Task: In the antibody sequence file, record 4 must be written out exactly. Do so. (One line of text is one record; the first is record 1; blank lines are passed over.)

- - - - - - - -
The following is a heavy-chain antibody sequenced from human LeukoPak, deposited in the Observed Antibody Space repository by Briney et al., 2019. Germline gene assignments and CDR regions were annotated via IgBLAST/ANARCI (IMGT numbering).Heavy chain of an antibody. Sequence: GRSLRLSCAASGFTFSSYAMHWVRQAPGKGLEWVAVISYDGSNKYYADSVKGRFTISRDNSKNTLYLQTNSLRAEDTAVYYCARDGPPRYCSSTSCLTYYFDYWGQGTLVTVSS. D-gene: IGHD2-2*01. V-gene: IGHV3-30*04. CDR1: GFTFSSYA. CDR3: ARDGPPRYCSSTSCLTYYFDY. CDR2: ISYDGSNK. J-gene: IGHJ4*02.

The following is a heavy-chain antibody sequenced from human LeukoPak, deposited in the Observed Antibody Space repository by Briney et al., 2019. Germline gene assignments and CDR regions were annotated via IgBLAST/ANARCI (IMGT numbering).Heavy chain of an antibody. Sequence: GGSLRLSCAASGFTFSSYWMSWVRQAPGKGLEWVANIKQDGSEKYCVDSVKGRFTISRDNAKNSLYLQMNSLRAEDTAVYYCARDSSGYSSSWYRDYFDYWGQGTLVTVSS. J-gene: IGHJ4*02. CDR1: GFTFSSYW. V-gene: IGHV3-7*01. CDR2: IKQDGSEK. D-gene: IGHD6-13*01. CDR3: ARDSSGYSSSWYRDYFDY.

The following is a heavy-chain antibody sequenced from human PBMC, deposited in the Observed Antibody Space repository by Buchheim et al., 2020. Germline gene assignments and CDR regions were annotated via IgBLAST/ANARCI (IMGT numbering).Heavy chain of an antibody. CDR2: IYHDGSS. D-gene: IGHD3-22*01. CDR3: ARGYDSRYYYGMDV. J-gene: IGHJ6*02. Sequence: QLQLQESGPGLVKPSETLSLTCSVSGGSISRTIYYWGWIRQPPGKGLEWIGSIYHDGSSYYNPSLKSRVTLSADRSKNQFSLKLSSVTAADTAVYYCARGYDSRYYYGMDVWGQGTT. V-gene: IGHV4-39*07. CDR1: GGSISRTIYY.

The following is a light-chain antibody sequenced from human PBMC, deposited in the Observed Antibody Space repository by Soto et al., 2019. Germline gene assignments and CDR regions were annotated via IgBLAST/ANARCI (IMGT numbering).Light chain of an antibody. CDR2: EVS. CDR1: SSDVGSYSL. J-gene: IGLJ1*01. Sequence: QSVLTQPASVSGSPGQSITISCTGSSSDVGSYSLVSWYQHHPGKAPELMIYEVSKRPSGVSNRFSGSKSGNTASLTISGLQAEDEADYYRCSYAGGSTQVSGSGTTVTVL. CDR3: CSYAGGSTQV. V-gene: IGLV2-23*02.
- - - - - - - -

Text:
The following is a light-chain antibody sequenced from human PBMC, deposited in the Observed Antibody Space repository by Soto et al., 2019. Germline gene assignments and CDR regions were annotated via IgBLAST/ANARCI (IMGT numbering).Light chain of an antibody. CDR2: EVS. CDR1: SSDVGSYSL. J-gene: IGLJ1*01. Sequence: QSVLTQPASVSGSPGQSITISCTGSSSDVGSYSLVSWYQHHPGKAPELMIYEVSKRPSGVSNRFSGSKSGNTASLTISGLQAEDEADYYRCSYAGGSTQVSGSGTTVTVL. CDR3: CSYAGGSTQV. V-gene: IGLV2-23*02.